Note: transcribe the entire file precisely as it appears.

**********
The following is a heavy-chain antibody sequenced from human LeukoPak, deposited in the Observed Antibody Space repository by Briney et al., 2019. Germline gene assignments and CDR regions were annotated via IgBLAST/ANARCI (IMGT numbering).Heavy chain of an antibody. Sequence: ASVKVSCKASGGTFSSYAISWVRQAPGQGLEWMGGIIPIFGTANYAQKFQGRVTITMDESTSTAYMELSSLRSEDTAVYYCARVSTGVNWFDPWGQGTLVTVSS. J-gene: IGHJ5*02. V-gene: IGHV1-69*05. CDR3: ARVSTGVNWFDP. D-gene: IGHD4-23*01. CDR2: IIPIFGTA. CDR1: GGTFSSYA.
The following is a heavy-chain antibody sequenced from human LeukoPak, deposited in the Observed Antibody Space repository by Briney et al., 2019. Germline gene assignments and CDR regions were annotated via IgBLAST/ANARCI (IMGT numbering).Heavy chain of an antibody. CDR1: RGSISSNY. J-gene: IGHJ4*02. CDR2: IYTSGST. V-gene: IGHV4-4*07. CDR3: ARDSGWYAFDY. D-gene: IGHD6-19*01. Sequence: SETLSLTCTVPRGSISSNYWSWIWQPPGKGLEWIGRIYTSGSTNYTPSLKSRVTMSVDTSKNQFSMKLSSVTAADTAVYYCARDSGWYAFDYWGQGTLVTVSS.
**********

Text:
The following is a heavy-chain antibody sequenced from human LeukoPak, deposited in the Observed Antibody Space repository by Briney et al., 2019. Germline gene assignments and CDR regions were annotated via IgBLAST/ANARCI (IMGT numbering).Heavy chain of an antibody. Sequence: ASVKVSCKASGGTFSSYAISWVRQAPGQGLEWMGGIIPIFGTANYAQKFQGRVTITMDESTSTAYMELSSLRSEDTAVYYCARVSTGVNWFDPWGQGTLVTVSS. J-gene: IGHJ5*02. V-gene: IGHV1-69*05. CDR3: ARVSTGVNWFDP. D-gene: IGHD4-23*01. CDR2: IIPIFGTA. CDR1: GGTFSSYA.
The following is a heavy-chain antibody sequenced from human LeukoPak, deposited in the Observed Antibody Space repository by Briney et al., 2019. Germline gene assignments and CDR regions were annotated via IgBLAST/ANARCI (IMGT numbering).Heavy chain of an antibody. CDR1: RGSISSNY. J-gene: IGHJ4*02. CDR2: IYTSGST. V-gene: IGHV4-4*07. CDR3: ARDSGWYAFDY. D-gene: IGHD6-19*01. Sequence: SETLSLTCTVPRGSISSNYWSWIWQPPGKGLEWIGRIYTSGSTNYTPSLKSRVTMSVDTSKNQFSMKLSSVTAADTAVYYCARDSGWYAFDYWGQGTLVTVSS.